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Brimfull of bawdiness - Nell Gwynn at Malvern Festival Theatre

Published by: G.D. Mills on 17th Mar 2017 | View all blogs by G.D. Mills

When Nell Gwynn, legs akimbo and fan swinging in lieu of a certain appendage, melodiously invites us to stroke her ‘cock...cock...cockerspaniel’ , we know what kind of night we are in for.  

Brimfull of bawdiness, and peopled with figures from 17th century theatrical London, Jessica Swale’s metaplay takes for its material the bare details of Nell Gwynn’s life, a Cheapside prostitute and orange seller who ended up, via King Charles II’s bed, one of the most celebrated comedy actresses of her age. Most of the action occurs in and around the theatre as Nell, closely watched by her kingly suitor, prepares for performance.  

A whole range of 21st century themes (feminism, celebrity, European politics) gatecrash our attention under the guise of Restoration comedy. For starters, we are presented with one of the first women to grace the English stage, and one who manages, for a while at least, to subjugate the most powerful man in Britain, while the exchanges between Charles II and his advisor drip with dramatic irony: Charles cavalierly suggests England detach itself from the politics of Europe, in response to which his advisor as good as calls him an idiot.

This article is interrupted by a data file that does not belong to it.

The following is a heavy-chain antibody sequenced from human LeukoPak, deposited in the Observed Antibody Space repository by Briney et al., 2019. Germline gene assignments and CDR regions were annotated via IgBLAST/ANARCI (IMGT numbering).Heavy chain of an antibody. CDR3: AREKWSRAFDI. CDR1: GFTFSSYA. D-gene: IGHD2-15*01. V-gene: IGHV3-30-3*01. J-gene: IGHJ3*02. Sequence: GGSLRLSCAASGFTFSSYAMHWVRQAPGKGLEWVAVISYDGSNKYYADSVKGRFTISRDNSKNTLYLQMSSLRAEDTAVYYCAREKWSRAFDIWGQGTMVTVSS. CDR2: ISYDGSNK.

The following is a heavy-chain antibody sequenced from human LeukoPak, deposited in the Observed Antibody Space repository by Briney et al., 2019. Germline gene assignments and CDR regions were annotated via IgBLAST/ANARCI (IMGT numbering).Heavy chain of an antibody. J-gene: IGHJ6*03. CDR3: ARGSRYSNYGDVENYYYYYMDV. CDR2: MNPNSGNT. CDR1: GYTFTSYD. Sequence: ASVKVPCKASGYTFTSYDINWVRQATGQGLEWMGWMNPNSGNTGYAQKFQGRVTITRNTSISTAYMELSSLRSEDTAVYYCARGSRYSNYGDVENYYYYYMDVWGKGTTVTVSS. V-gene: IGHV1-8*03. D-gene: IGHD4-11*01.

The stage and costume is ablaze with gold, and the occasional musical numbers, replete with comic choreography, further dynamize an already bustling stage.  

Ben Righton presents us with a charming if roguish king, one more dedicated to the pleasures of the bedchamber than to the pedantry of politics, while Michael Cochrane’s Arlington, Charles II’s right hand man, is both lordly and lecturing, offering a rare note of moral censure in a world otherwise dripping with licentiousness. 

Edward Kynaston (Esh Alladi) is outrageously catty as the company’s ousted player of female parts while Laura Pitt-Pulford handles a challenging lead role with wit, charm and precision: she is a hard bargaining, yet likeable, sexual provocateur who shrewdly negotiates the terrain between backstreet bordello and regal bedchamber.  

This high-energy, swiftly moving play has so much comedy and caricature in it that there is little room left over for character depth or development, a small minus perhaps in an otherwise masterful production. Acclaimed in London when A-lister Gemma Arterton played Nell, this slightly revamped version is now touring the provinces.  

Catch it now, visit






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